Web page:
A popular Wisconsin law aimed at reining in the stranglehold of government-employee unions over taxpayers and workers was upheld Wednesday by a federal judge, who ruled that the 2011 “Act 10” reform measures championed by Republican Gov. Scott Walker did not violate the First Amendment or equal-protection rights of Big Labor. It was the second major victory for the law in federal courts so far. However, with union bosses terrified of losing the battle thanks in large part to the national repercussions it could have, efforts to kill the measure are far from over.
In his September 11 ruling, U.S. District Judge William Conley explained that the First Amendment does indeed protect the right to free speech and association of government workers. Those rights, however, were not violated by the law, and the Constitution does not purport to grant any so-called collective bargaining privileges. “Whatever rights public employees have to associate and petition their public employers on wages and conditions of employment, this right certainly does not compel the employer to listen,” he wrote in his decision to reject the lawsuit filed by two public-sector unions.
Furthermore, the law does not violate the rights of government employees or Big Labor, Judge Conley pointed out. “This difference is likely of no comfort to plaintiffs, but the First Amendment does not require an affirmative response from governmental entities; it simply requires the absence of a negative restriction,” he said in the ruling. “Under Act 10, general employees remain free to associate and represent employees and their unions remain free to speak; municipal employers are simply not allowed to listen.” Fourteenth Amendment arguments were also dismissed.
The law in question, passed in early 2011 shortly after Governor Walker took office, sparked a wave of outrage among Big Labor bosses and advocates of Big Government worldwide. Unions across America joined Big Labor-funded Democrats in the effort to stop the legislation, eventually culminating in large, unruly protests in the capital city of Madison. Democrat state Senators even fled Wisconsin to prevent a vote, but ultimately the bill became law over their vehement objections, saving taxpayers huge sums.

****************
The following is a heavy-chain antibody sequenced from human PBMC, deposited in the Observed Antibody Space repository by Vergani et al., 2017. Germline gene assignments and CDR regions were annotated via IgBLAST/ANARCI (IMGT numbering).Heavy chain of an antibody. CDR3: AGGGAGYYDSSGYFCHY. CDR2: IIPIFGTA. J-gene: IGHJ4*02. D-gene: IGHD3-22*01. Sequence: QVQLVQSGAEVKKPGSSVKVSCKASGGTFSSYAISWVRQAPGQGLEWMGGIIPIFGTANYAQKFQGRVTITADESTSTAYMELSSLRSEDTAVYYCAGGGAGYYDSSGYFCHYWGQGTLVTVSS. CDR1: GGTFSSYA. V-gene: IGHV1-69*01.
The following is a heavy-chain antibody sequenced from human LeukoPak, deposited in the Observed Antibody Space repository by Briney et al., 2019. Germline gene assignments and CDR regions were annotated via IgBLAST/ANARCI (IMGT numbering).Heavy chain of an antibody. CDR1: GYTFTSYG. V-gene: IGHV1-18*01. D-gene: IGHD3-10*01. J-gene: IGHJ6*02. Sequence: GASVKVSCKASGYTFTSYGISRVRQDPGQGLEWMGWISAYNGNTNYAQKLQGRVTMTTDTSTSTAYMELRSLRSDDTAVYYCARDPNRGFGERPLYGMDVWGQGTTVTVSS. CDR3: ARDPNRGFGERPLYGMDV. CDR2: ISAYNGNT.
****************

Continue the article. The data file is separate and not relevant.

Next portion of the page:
Dubbed the "budget repair bill" by Governor Walker and his supporters, the “Act 10” reforms were aimed primarily at closing a multi-billion-dollar budget deficit facing the state following years of Democrat rule and big spending. The primary tools to fix the gaping hole in state finances involved restricting the awesome powers of government-employee unions to extract wealth from both taxpayers and workers.
Among other changes, the law requires that government employees pay more toward their generous health and pension benefits. It also limits the ability of most state-worker unions to collectively bargain on matters ranging from working conditions to benefit packages. Most government unions, meanwhile, are no longer able to force workers to pay mandatory dues via automatic deductions — much of which went to fund Democrat politicians, who returned the favors with taxpayer funds. Workers also get to vote annually on whether or not they even want the union to exist.
Unsurprisingly, state officials celebrated the decision, with Governor Walker calling it “another win for the hard working taxpayers of Wisconsin” in a message posted on Twitter. State Attorney General J.B. Van Hollen, meanwhile, said the ruling proved once again that the reforms are “constitutional in all respects and that the challenges to the law are baseless.” Van Hollen also said he appreciated decisions that follow the law and that he looked forward to bringing remaining state-level court challenges to the Wisconsin Supreme Court, “where we expect Act 10 to be upheld once again.”